Cold weather musings

Haven’t done much on the plane for a few days now. We have been in the grips of a winter storm, followed by a cold snap. We got several inches of snow; anywhere from a couple inches in the front yard to maybe 2′ drifts closer in to the house. The temps throughout the 3-day weekend never got above -7, and the wind was blowing. This is not weather conducive to going outside for anything non-essential.

During the last build session, I tried cutting a few of the bushings needed for the wing. The results were not great. While a chop saw will go through and make a beautiful clean cut, it will also randomly launch the cut-off piece somewhere in the shop, often with a nice big chunk out of the end. Not what I was after! I did get one bushing cut successfully, and another done after much filing to get it down to its final size.

After doing some research, I believe I’ll end up building a band saw sled to cut the bushings. I can make it with a nice end stop to cut the tubing to consistent lengths, and it should make it relatively easy to get an acceptably square cut. I’m hoping the cut ends turn out clean enough to dress with a brief time with some sandpaper.

The bloody compass is still very slowly seeping fluid. I suspect the face plate is not perfectly flat. I think for now I’ll leave it, but at some point I’ll need to drain, disassemble, and maybe use a thin coating of Aviation Form-A-Gasket on the black rubber seal. At least everything works well, it looks great, and the LED light is quite effective. I have no idea why I’ve invested so much work into a mag compass, to be perfectly honest… but it’s been an entertaining project. I just like restoring old things.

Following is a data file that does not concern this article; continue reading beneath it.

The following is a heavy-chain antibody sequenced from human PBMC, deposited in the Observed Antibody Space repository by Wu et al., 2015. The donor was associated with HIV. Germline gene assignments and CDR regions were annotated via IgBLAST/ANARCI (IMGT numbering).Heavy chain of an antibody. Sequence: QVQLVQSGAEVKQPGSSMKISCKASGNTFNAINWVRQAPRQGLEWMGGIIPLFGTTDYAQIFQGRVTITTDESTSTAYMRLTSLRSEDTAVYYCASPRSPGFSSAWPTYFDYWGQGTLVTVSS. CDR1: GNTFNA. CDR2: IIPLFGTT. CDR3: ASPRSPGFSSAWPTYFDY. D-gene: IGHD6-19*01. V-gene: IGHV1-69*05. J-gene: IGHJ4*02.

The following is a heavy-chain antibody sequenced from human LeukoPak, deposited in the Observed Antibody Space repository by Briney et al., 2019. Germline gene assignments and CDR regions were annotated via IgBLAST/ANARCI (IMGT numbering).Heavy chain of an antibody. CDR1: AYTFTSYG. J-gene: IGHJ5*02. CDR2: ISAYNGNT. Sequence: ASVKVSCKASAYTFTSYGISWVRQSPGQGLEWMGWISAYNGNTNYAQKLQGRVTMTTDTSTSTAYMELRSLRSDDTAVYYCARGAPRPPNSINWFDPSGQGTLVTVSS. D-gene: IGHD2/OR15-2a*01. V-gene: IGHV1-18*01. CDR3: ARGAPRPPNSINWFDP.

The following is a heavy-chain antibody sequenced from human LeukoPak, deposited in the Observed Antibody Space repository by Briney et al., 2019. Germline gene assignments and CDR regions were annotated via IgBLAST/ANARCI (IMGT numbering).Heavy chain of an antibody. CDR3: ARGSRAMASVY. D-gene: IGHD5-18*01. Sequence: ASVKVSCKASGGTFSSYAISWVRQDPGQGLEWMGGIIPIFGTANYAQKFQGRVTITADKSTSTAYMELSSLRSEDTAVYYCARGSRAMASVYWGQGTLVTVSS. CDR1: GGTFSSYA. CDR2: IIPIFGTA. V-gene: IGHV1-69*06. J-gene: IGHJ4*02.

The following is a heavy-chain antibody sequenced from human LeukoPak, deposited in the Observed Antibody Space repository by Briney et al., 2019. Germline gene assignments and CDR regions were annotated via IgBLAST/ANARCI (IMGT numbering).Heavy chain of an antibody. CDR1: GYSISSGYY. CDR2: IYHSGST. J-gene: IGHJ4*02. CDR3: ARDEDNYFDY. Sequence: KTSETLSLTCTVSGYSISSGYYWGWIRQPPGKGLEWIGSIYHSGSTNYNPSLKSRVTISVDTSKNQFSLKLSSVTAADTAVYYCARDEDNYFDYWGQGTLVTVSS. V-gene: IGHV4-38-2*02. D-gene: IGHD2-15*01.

I’ve had no success at all getting answers out of “” regarding the pricing and availability of parts and subkits for the Celebrity. I’ve been trying to get pricing for the wing tanks so I know whether to plan on using them or not. It just feels like Fisher got bought by people who have no clue what to do with it. The website has been stripped of any pricing or availability information. It took me weeks to get anyone to even respond to an email, and despite a couple of promises I have yet to get a useful response from anyone. I guess I’m on my own. It’s a shame, but I did decide to build from plans; I think I’ll be able to muddle through.

Compass overhaul

I think I’ve finished the compass overhaul. The rebuild kit arrived from ACS yesterday. After carefully cleaning the glass with denatured alcohol, I installed the new gasket and the glass. With everything reassembled, I filled it with compass fluid. I had about half a pint from a rebuild kit I had bought several years ago, when I came across an old Airpath compass that ultimately turned out to be an oddball military model for which there are no replacement parts or gaskets. It was leaky around the glass, and I eventually figured out that the cork gasket was slightly oversized. From what I can tell, it’s supposed to apply pressure around the edges of the glass to seal it against the inner black rubber gasket. It was getting squeezed between the case and face plate. After trimming about a millimeter or so from the outside, I finally got it to seal up.

Normally you would submerge the compass in a container of fluid to work out all the bubbles. In fact, the Airpath manual specifies submerging it and pulling a vacuum for a few hours to ensure there is no trapped or dissolved air. I didn’t go to those lengths. I was able to work all the bubbles out and get the fill (or drain) plug in, and so far there’s no sign of leakage.

The new LED lamp works great. In a dark room there’s a nice red light that makes the compass quite readable. I’m happy with it.